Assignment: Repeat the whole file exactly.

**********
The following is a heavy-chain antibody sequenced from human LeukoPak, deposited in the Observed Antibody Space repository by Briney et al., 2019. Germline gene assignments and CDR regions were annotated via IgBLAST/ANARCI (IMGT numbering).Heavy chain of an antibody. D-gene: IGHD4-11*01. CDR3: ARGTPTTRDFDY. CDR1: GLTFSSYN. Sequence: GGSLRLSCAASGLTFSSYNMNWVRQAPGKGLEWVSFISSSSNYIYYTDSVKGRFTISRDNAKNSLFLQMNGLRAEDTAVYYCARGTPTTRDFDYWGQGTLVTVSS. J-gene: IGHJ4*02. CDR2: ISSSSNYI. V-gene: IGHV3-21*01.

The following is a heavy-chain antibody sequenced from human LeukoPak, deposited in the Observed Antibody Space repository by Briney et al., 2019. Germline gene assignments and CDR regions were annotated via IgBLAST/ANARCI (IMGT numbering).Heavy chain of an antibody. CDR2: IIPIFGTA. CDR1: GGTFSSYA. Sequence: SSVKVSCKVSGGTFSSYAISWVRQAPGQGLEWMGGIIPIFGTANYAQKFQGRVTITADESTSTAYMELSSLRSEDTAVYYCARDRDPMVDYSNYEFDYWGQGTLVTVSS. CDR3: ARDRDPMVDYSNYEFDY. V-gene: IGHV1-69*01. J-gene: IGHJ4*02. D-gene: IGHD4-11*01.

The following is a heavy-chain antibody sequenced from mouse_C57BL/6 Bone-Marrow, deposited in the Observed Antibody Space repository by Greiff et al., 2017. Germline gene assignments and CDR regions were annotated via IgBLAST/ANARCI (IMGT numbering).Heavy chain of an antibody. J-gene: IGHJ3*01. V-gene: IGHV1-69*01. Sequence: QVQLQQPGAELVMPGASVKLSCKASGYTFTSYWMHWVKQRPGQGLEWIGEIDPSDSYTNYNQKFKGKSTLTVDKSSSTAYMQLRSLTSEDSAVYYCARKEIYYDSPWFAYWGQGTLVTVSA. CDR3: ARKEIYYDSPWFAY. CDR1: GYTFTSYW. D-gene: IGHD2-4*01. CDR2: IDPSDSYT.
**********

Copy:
The following is a heavy-chain antibody sequenced from human LeukoPak, deposited in the Observed Antibody Space repository by Briney et al., 2019. Germline gene assignments and CDR regions were annotated via IgBLAST/ANARCI (IMGT numbering).Heavy chain of an antibody. D-gene: IGHD4-11*01. CDR3: ARGTPTTRDFDY. CDR1: GLTFSSYN. Sequence: GGSLRLSCAASGLTFSSYNMNWVRQAPGKGLEWVSFISSSSNYIYYTDSVKGRFTISRDNAKNSLFLQMNGLRAEDTAVYYCARGTPTTRDFDYWGQGTLVTVSS. J-gene: IGHJ4*02. CDR2: ISSSSNYI. V-gene: IGHV3-21*01.

The following is a heavy-chain antibody sequenced from human LeukoPak, deposited in the Observed Antibody Space repository by Briney et al., 2019. Germline gene assignments and CDR regions were annotated via IgBLAST/ANARCI (IMGT numbering).Heavy chain of an antibody. CDR2: IIPIFGTA. CDR1: GGTFSSYA. Sequence: SSVKVSCKVSGGTFSSYAISWVRQAPGQGLEWMGGIIPIFGTANYAQKFQGRVTITADESTSTAYMELSSLRSEDTAVYYCARDRDPMVDYSNYEFDYWGQGTLVTVSS. CDR3: ARDRDPMVDYSNYEFDY. V-gene: IGHV1-69*01. J-gene: IGHJ4*02. D-gene: IGHD4-11*01.

The following is a heavy-chain antibody sequenced from mouse_C57BL/6 Bone-Marrow, deposited in the Observed Antibody Space repository by Greiff et al., 2017. Germline gene assignments and CDR regions were annotated via IgBLAST/ANARCI (IMGT numbering).Heavy chain of an antibody. J-gene: IGHJ3*01. V-gene: IGHV1-69*01. Sequence: QVQLQQPGAELVMPGASVKLSCKASGYTFTSYWMHWVKQRPGQGLEWIGEIDPSDSYTNYNQKFKGKSTLTVDKSSSTAYMQLRSLTSEDSAVYYCARKEIYYDSPWFAYWGQGTLVTVSA. CDR3: ARKEIYYDSPWFAY. CDR1: GYTFTSYW. D-gene: IGHD2-4*01. CDR2: IDPSDSYT.